Pelican fans were treated to back-to-back appearances on ESPN (called by Doris Burke!) this weekend and yet Saturday night carried far less shine than its predecessor.
Friday night was loaded with all the pomp and circumstance of a summer league rock concert, with celebrities and A-List athletes sitting courtside to catch a glimpse of former Blue Devil and the NBA’s number one overall pick, Zion Williamson.
Zion finally emerged into the spotlight, but a knee collision and Ridgecrest Quake put a stop to his action, finishing his night with 11 points and three rebounds in nine minutes.
After announcing his departure from the summer league roster for the remainder of the team’s trip, fans still yearned for another splashy performance from Friday night’s 30-point scorer, Frank Jackson.
Jackson would not suit up for the contest and neither would Christian Wood, last year’s late-season surprise. But surely, Pelican fans would get a glance of the other first-round picks this season, Jaxson Hayes and Nickeil Alexander-Walker?
The Lakers trade wouldn’t come to fruition until midway through the third quarter of game 2. However, not all was lost as a couple of players stepped up and played well. Kavell Bigby-Williams was one and the other was sharpshooter, and last season’s summer league sensation, Trevon Bluiett.
Bluiett flashed the similar precision one year ago: an above average shooting stroke that ultimately earned him a two-way deal with the Pelicans.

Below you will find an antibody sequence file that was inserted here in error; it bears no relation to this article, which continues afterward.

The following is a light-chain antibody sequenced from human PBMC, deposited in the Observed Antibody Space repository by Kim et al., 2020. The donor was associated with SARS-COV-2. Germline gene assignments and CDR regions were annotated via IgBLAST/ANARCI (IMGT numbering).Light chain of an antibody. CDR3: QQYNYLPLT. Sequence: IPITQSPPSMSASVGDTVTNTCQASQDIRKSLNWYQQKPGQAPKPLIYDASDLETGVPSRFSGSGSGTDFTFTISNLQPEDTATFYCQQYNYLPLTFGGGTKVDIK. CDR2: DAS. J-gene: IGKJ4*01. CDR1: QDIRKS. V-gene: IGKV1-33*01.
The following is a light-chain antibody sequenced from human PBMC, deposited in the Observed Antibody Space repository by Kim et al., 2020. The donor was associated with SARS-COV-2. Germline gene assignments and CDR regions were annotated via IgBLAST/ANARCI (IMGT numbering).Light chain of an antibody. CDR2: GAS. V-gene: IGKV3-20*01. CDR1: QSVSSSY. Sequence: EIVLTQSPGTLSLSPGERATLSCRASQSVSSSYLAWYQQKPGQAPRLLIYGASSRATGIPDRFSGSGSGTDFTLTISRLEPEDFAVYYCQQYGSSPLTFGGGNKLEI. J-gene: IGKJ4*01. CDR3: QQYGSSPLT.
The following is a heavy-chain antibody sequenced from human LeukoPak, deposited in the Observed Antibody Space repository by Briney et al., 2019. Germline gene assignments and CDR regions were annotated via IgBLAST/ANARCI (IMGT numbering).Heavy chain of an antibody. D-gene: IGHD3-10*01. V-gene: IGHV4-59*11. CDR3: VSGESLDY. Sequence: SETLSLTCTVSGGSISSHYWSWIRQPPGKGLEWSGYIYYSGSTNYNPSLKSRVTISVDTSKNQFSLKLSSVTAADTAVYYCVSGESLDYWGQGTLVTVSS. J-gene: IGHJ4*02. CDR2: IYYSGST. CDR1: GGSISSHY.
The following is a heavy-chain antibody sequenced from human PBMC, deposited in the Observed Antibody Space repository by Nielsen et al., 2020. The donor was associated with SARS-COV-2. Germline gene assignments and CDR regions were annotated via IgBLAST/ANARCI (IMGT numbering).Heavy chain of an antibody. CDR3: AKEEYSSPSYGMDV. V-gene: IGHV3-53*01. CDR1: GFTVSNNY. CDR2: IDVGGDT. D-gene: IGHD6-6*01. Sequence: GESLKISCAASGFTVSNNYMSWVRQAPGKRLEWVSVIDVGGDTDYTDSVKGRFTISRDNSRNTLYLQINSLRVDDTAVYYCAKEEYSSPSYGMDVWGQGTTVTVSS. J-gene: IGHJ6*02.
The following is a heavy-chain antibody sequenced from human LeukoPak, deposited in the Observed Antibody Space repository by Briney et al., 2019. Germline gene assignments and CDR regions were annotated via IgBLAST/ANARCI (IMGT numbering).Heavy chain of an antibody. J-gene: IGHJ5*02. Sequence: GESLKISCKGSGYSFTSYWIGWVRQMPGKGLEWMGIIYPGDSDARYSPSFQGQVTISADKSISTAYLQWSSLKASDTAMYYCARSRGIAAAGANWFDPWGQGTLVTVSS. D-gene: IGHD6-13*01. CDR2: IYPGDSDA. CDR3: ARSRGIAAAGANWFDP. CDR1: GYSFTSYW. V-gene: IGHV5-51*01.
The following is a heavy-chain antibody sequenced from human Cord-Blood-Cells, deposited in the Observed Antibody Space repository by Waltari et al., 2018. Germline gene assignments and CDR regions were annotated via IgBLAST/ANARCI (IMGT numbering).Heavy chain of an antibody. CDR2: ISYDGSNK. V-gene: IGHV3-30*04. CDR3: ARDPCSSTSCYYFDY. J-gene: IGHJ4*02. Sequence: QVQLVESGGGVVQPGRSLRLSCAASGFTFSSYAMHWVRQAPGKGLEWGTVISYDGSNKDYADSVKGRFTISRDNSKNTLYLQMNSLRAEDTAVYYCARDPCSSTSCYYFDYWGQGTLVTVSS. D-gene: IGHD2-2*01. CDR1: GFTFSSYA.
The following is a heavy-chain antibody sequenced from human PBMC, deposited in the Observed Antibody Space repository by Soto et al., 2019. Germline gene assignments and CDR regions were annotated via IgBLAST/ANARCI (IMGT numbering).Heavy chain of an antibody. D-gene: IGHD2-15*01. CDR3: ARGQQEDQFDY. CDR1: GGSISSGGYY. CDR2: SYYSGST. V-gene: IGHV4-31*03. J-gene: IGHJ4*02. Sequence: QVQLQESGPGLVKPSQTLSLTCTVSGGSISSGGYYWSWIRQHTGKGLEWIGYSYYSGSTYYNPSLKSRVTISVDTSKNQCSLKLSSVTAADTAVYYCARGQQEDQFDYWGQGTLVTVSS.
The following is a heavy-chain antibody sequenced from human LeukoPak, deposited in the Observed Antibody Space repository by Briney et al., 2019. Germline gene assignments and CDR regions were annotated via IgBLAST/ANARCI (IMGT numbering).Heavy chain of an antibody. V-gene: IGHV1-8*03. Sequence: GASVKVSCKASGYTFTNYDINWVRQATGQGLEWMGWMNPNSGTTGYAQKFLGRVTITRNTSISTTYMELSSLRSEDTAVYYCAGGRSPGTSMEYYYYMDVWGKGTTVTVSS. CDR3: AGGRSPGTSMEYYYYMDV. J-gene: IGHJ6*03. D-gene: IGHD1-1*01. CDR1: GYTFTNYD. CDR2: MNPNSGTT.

You may remember Bluiett’s first two contests one season ago in which he scored 50 points on 12-of-17 from 3-point range. From then on teams began to even target the 23-year old rookie in summer league!
“Their goal was obviously to take his shots away,” Pelicans assistant Kevin Hanson said following game three against Detroit. “They game-planned for him more than he’d seen in the first two games, but he got it going in the second half.”
So with the Pelicans’ playmakers all sidelined, Bluiett went back to work doing what he does best a few days ago.
On this early-game possession on Saturday night (pictured above), Bluiett scans the floor and analyzes the defender’s reaction while Kavell Bigby-Williams sets the pick, weighing whether to drive or dish. What Bluiett finds is confusion on the part of his opponent, who mistakenly anticipates the drive (or miscommunicates the switch) and fights over the screen giving Blueitt just enough space for a single dribble to set his feet and confidently drain the triple.
Bluiett is an excellent spot up shooter in the half court — similar in the vein of an E’Twaun Moore, but he can also manage his form and stroke in transition which could complement Alvin Gentry’s up-tempo offense.
Here we see Bluiett race up the floor, catch the ball in stride and quickly set his feet as he rises for what appears to be a much easier triple than it actually is as his momentum carries him forward as he releases.